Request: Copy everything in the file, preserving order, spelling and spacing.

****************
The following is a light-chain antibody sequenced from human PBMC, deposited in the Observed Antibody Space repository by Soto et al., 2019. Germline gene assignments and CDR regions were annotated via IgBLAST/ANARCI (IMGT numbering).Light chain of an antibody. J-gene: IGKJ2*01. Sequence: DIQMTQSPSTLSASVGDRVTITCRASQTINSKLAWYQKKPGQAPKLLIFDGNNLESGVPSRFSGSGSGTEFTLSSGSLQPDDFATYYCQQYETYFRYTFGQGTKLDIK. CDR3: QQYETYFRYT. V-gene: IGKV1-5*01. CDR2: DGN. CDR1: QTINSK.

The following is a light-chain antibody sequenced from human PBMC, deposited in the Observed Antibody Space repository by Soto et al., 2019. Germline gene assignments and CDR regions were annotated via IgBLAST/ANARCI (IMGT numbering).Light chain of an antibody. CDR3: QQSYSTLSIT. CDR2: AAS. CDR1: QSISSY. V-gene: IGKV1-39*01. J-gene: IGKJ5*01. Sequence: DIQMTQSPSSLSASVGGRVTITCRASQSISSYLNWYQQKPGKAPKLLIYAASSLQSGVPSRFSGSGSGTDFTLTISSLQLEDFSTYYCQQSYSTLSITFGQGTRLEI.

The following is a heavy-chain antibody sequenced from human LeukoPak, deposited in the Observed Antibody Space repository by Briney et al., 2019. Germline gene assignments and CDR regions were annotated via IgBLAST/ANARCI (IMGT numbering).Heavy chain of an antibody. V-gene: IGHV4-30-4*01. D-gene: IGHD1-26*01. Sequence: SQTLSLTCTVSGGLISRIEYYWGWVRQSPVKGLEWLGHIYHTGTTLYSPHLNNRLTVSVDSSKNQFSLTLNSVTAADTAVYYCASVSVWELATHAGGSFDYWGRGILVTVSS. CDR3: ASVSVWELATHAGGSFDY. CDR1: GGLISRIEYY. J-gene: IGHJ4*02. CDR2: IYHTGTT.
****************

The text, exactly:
The following is a light-chain antibody sequenced from human PBMC, deposited in the Observed Antibody Space repository by Soto et al., 2019. Germline gene assignments and CDR regions were annotated via IgBLAST/ANARCI (IMGT numbering).Light chain of an antibody. J-gene: IGKJ2*01. Sequence: DIQMTQSPSTLSASVGDRVTITCRASQTINSKLAWYQKKPGQAPKLLIFDGNNLESGVPSRFSGSGSGTEFTLSSGSLQPDDFATYYCQQYETYFRYTFGQGTKLDIK. CDR3: QQYETYFRYT. V-gene: IGKV1-5*01. CDR2: DGN. CDR1: QTINSK.

The following is a light-chain antibody sequenced from human PBMC, deposited in the Observed Antibody Space repository by Soto et al., 2019. Germline gene assignments and CDR regions were annotated via IgBLAST/ANARCI (IMGT numbering).Light chain of an antibody. CDR3: QQSYSTLSIT. CDR2: AAS. CDR1: QSISSY. V-gene: IGKV1-39*01. J-gene: IGKJ5*01. Sequence: DIQMTQSPSSLSASVGGRVTITCRASQSISSYLNWYQQKPGKAPKLLIYAASSLQSGVPSRFSGSGSGTDFTLTISSLQLEDFSTYYCQQSYSTLSITFGQGTRLEI.

The following is a heavy-chain antibody sequenced from human LeukoPak, deposited in the Observed Antibody Space repository by Briney et al., 2019. Germline gene assignments and CDR regions were annotated via IgBLAST/ANARCI (IMGT numbering).Heavy chain of an antibody. V-gene: IGHV4-30-4*01. D-gene: IGHD1-26*01. Sequence: SQTLSLTCTVSGGLISRIEYYWGWVRQSPVKGLEWLGHIYHTGTTLYSPHLNNRLTVSVDSSKNQFSLTLNSVTAADTAVYYCASVSVWELATHAGGSFDYWGRGILVTVSS. CDR3: ASVSVWELATHAGGSFDY. CDR1: GGLISRIEYY. J-gene: IGHJ4*02. CDR2: IYHTGTT.